On the surface, the absurd-type works look like farces of soap operas, but because Chen has suspended subjective viewpoints and set aside the subjective mentality in these works, they have gained a more open meaning. This gives the viewer free reign in interpreting the picture. These include the multiple sets of hands and feet sticking out from under the table, the chaos in the washroom and the knife-wielding maid. These strange, exaggerated and absurd scenes are a concentrated expression of Chen’s pursuit of the outer limits of irrationality. Here, the everyday logic of the soap opera hits a snag and comes to a sudden halt.
Actually, no matter how these images are categorized, it is difficult to limit the multiple satirical takes that Chen Jiagang directs at social reality and art history. The Model Homes series is full of visual elements that the viewer will find familiar. The classic indoor layouts and human postures reminiscent of renaissance and French classicalist painting are no mere farcical imitations; they are intelligent appropriations and applications. In the selection of shots and the arrangements of the models, the classical ruminations are but expressions of the collective unconscious. This intentional control of expression is one of the most satisfying dynamics of Chen Jiagang’s art. It is this strong element of the artist’s personality in the work that pushes Model Homes beyond the broader context of the soap opera and reveals strong social critique and profound cultural rethinking.
Through his unique Chinese experience, Chen Jiagang has come to sit squarely on his own artistic fishing platform. Whether he’s on the edge of an abyss, or looking down from a steep precipice, he can manage it calmly. As Chen sees it, contemporary art may be eternally changing, but it has a continually progressing and developing cultural logic to it. Therefore, Chen Jiagang never wavers from his pursuit of objective reality, constantly breaking through the bounds of knowledge, drawing nourishment from his life experience and crafting his own artistic personality by repeatedly jumping out of his own mold.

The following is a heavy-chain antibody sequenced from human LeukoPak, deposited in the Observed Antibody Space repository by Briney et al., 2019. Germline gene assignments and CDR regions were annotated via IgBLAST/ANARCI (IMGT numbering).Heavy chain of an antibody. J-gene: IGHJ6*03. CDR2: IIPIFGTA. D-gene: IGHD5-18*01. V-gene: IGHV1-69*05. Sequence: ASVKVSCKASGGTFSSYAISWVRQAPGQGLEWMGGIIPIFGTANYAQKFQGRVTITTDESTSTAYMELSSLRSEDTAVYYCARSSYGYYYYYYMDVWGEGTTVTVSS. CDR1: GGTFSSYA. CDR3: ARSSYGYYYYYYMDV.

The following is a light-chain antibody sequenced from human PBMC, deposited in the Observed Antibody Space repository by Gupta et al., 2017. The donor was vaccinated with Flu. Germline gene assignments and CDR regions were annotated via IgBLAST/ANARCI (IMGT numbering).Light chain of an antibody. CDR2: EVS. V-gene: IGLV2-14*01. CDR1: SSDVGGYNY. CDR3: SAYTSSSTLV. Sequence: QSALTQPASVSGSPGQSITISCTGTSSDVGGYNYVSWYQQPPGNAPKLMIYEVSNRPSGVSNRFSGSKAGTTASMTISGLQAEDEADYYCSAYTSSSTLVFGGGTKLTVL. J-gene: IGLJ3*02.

He began with his 2003 Third Front series, reflecting with pity on the infinitesimal fate of the individual in the midst of massive historical change. He then switched to a proactive critical stance with Sick City. Throughout, he always relied on magnificent settings to reveal and highlight the individual existence of the common Chinese man. In the later Silk Road and Romance series, he completed an important quality in his artwork, the linkage between the natural scenery of western China with the ubiquitous, permeating charm of Chinese women, turning it into a tangible visual existence and cultural reality, which had a profound impact on countless Chinese and foreign viewers who had once lived numbly and irredeemably in the flourishing scene of worldly life.
Chen’s latest series, on the other hand, seems to have turned its back on preconceived notions of his contemporary art. He intentionally highlighted multiple characters on the same stage, even preserving the lingering shadows of passersby. This unconventional theatrical game has filled the gap between his subjective expression and objective reality. Those mutually estranged figures in his works seem to correspond to the chaotic disorder of reality.
This method, which breaks all the rules of the game, actually originated with a reshuffling in Chen Jiagang’s heart. The multidirectional expressions in the Model Homes series puts the artist’s efforts to transcend the limitations of general knowledge and esthetic experience on display, and represents his respect for his own context as well as his doubts about the set expressive forms and methodological values of contemporary art. Personally, he wonders if contemporary art, which was born in the West, is actually capable of producing spiritual values. He also wonders how the extant forms and methods of contemporary art should change and develop within his own context.
Chen Jiagang sits squarely on the fishing platform, entirely focused on his goals. It seems that he no longer desires to catch any of the “fish” of art.
What Chen Jiagang is trying to transcend is Chen Jiagang himself.